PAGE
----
Songs by American Jews

Many of the best-known American songs have been written by Jews--including many Christmas songs.

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The following was adapted with permission from a course Jacobson taught for Hebrew College Online.

American Jews were tremendously active in music in the first half of the twentieth century. According to a study of American musicians published in 1933, at a time when Jews comprised less than 4% of the total United States population, 36% of the players in American "amusement orchestras" were Jews. And in the string sections, the numbers were twice as high! In the world of arts and entertainment, superior talent sometimes overcame racial prejudice.

Rudolf the Red Nosed Reindeer

Johnny Marks wrote

"Rudolf the Red Nosed Reindeer"

Consider this list, which highlights some of the songs by the great Jewish American composers and lyricists.

- 1823 John Payne (son of Sarah Isaacs) (lyricist), "Home Sweet Home."

- 1840 Henry Russell, "The Old Arm Chair"

- 1892 Charles K. Harris, "After the Ball is Over"

- 1900 Harry von Tilzer, "A Bird in a Gilded Cage"

- 1908 Albert Von Tilzer, "Take Me out to the Ball Game"

- 1908 Nora Bayes, "Shine on Harvest Moon" (assisted by her husband Jack Norworth)

- 1909 Gus Edwards, "By the Light of the Silvery Moon"

- 1911 Harry von Tilzer, "I Want a Girl Just Like the Girl That Married Dear Old Dad"

- 1911 Irving Berlin, "Alexander's Ragtime Band"

- 1918 Irving Berlin, "Oh How I Hate to Get Up in the Morning" (from Yip Yip Yaphank)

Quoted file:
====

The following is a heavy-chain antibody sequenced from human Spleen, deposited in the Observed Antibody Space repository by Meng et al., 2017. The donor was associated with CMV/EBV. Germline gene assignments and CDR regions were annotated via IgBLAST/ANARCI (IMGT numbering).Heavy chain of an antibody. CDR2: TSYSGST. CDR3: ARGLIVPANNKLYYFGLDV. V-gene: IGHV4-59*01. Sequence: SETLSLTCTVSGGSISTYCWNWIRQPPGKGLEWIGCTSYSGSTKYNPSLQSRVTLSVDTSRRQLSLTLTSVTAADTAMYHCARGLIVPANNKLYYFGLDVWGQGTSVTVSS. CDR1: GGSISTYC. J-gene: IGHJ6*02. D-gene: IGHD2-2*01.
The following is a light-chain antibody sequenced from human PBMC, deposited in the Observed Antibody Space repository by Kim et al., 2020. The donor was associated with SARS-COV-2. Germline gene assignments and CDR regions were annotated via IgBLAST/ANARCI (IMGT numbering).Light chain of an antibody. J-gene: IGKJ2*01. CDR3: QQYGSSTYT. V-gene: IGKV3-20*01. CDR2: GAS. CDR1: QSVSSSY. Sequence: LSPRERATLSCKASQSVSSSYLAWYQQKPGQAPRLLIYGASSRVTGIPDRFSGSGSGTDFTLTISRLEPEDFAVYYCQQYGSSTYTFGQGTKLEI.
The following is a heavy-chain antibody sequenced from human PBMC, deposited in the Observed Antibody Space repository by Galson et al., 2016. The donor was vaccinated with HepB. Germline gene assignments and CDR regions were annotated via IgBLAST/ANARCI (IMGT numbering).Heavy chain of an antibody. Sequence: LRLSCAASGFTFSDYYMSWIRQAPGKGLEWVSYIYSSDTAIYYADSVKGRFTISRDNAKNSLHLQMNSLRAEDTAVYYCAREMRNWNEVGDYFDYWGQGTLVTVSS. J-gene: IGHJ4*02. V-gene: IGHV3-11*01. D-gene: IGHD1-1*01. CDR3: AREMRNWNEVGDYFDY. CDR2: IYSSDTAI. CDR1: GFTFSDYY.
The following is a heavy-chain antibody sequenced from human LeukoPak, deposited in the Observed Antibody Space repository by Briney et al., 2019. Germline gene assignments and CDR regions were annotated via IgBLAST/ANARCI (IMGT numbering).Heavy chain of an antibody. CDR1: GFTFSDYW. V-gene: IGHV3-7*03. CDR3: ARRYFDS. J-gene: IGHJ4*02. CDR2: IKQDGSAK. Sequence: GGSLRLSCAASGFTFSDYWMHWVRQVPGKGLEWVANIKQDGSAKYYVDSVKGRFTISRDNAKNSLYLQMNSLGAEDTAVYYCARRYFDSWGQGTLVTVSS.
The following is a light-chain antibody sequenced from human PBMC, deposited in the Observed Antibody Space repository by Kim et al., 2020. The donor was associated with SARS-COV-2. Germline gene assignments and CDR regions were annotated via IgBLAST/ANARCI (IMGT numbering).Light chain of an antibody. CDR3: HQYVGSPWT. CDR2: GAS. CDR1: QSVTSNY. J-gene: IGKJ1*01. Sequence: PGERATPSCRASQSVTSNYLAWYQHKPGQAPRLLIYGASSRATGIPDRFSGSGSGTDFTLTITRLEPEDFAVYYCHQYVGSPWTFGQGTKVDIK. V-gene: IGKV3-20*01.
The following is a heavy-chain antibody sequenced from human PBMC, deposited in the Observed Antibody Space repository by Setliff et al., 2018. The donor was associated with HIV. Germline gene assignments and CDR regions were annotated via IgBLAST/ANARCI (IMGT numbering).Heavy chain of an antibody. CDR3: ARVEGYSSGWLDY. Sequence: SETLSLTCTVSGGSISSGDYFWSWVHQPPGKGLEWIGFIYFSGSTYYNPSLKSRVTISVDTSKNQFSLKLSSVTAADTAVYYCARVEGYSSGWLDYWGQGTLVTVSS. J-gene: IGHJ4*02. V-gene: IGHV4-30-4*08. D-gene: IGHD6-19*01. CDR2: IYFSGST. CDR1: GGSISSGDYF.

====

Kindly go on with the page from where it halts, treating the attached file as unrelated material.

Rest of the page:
- 1919 George Gershwin, "Swanee"

- 1922 Gus Kahn (lyricist), "Yes Sir That's My Baby"

- 1924 George Gershwin, "Fascinatin' Rhythm," (from Lady Be Good)

- 1924 George Gershwin, "The Man I Love" (from Lady Be Good)

- 1925 Gus Kahn (lyricist), "Nothing Could be Finer Than to Be in Carolina in the Morning"

- 1927 George Gershwin, Strike Up the Band

- 1927 Jerome Kern, "Old Man River" from Showboat

- 1930 George Gershwin, "Embraceable You" (from Girl Crazy)

- 1930 George Gershwin, "I Got Rhythm" (from Girl Crazy)

- 1935 George Gershwin, "It Ain't Necessarily So" from Porgy and Bess

- 1935 George Gershwin, "Summertime" from Porgy and Bess

- 1937 Mark Blitzstein, The Cradle Will Rock

- 1938 Harold Arlen with lyricist Yip Harburg, "Over the Rainbow" from The Wizard of Oz

- 1938 Irving Berlin, "Easter Parade"

- 1938 Irving Berlin, "God Bless America"

- 1940 Lorenz Hart, "Bewitched, Bothered and Bewildered" from Pal Joey

- 1942 Irving Berlin "White Xmas"

- 1942 Richard Rodgers and Oscar Hammerstein, "Oh What a Beautiful Morning" from Oklahoma

- 1943 Sammy Cahn and Jule Styne, "Let It Snow, Let It Snow, Let It Snow"

- 1946 Mel Torme, "The Christmas Song" (Chestnuts Roasting on an Open Fire)

- 1949 Richard Rodgers and Oscar Hammerstein, "Some Enchanted Evening" from South Pacific

- 1949 Johnny Marks, "Rudolph the Red Nosed Reindeer"

- 1950 Frank Loesser, "Luck Be a Lady" (from Guys and Dolls)

- 1950 Livingston and Evans, "Silver Bells"

- 1951 Richard Rodgers and Oscar Hammerstein, "Getting to Know You" from The King and I

- 1953 Jerry Lieber and Mike Stoller, "Hound Dog"